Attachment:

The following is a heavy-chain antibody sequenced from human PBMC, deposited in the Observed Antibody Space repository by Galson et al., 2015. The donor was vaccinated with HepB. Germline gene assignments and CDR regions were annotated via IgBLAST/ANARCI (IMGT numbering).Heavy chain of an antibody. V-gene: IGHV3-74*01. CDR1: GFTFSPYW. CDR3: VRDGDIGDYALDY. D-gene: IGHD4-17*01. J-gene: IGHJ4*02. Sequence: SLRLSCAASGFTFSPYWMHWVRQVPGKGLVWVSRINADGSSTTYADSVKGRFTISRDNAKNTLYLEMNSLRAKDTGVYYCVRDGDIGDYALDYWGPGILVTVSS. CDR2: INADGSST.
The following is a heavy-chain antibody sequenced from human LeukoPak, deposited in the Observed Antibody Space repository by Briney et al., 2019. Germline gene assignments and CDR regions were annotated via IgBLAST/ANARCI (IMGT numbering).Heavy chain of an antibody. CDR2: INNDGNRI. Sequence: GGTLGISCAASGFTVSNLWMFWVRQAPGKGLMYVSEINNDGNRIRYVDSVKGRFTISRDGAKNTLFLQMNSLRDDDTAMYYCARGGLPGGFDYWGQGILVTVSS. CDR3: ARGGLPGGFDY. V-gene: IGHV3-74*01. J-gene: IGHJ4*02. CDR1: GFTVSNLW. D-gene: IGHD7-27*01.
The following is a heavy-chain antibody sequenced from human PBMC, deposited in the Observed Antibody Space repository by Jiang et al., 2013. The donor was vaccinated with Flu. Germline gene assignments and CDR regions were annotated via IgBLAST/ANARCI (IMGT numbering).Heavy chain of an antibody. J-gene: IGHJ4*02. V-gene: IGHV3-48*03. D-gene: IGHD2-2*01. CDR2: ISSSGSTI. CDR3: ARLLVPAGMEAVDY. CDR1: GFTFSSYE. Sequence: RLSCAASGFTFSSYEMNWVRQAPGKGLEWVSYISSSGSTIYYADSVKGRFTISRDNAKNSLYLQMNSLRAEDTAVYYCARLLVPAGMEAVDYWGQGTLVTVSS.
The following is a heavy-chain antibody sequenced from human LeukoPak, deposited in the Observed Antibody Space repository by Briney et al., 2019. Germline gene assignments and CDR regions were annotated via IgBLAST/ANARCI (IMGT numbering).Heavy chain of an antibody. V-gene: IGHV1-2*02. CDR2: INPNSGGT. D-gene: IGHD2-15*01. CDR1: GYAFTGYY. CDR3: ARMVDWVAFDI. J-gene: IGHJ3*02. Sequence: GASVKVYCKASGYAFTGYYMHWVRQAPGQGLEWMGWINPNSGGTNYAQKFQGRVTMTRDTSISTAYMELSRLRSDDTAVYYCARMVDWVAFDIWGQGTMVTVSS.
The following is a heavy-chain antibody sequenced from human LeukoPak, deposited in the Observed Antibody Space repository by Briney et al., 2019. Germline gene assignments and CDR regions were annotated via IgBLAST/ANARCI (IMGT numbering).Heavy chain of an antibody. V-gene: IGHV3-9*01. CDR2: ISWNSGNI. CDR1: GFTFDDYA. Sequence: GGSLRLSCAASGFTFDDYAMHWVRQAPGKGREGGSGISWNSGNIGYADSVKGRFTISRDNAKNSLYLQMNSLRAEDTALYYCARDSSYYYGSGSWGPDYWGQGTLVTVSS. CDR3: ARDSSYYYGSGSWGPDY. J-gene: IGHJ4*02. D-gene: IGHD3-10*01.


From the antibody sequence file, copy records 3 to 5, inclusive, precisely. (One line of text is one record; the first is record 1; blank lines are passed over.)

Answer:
The following is a heavy-chain antibody sequenced from human PBMC, deposited in the Observed Antibody Space repository by Jiang et al., 2013. The donor was vaccinated with Flu. Germline gene assignments and CDR regions were annotated via IgBLAST/ANARCI (IMGT numbering).Heavy chain of an antibody. J-gene: IGHJ4*02. V-gene: IGHV3-48*03. D-gene: IGHD2-2*01. CDR2: ISSSGSTI. CDR3: ARLLVPAGMEAVDY. CDR1: GFTFSSYE. Sequence: RLSCAASGFTFSSYEMNWVRQAPGKGLEWVSYISSSGSTIYYADSVKGRFTISRDNAKNSLYLQMNSLRAEDTAVYYCARLLVPAGMEAVDYWGQGTLVTVSS.
The following is a heavy-chain antibody sequenced from human LeukoPak, deposited in the Observed Antibody Space repository by Briney et al., 2019. Germline gene assignments and CDR regions were annotated via IgBLAST/ANARCI (IMGT numbering).Heavy chain of an antibody. V-gene: IGHV1-2*02. CDR2: INPNSGGT. D-gene: IGHD2-15*01. CDR1: GYAFTGYY. CDR3: ARMVDWVAFDI. J-gene: IGHJ3*02. Sequence: GASVKVYCKASGYAFTGYYMHWVRQAPGQGLEWMGWINPNSGGTNYAQKFQGRVTMTRDTSISTAYMELSRLRSDDTAVYYCARMVDWVAFDIWGQGTMVTVSS.
The following is a heavy-chain antibody sequenced from human LeukoPak, deposited in the Observed Antibody Space repository by Briney et al., 2019. Germline gene assignments and CDR regions were annotated via IgBLAST/ANARCI (IMGT numbering).Heavy chain of an antibody. V-gene: IGHV3-9*01. CDR2: ISWNSGNI. CDR1: GFTFDDYA. Sequence: GGSLRLSCAASGFTFDDYAMHWVRQAPGKGREGGSGISWNSGNIGYADSVKGRFTISRDNAKNSLYLQMNSLRAEDTALYYCARDSSYYYGSGSWGPDYWGQGTLVTVSS. CDR3: ARDSSYYYGSGSWGPDY. J-gene: IGHJ4*02. D-gene: IGHD3-10*01.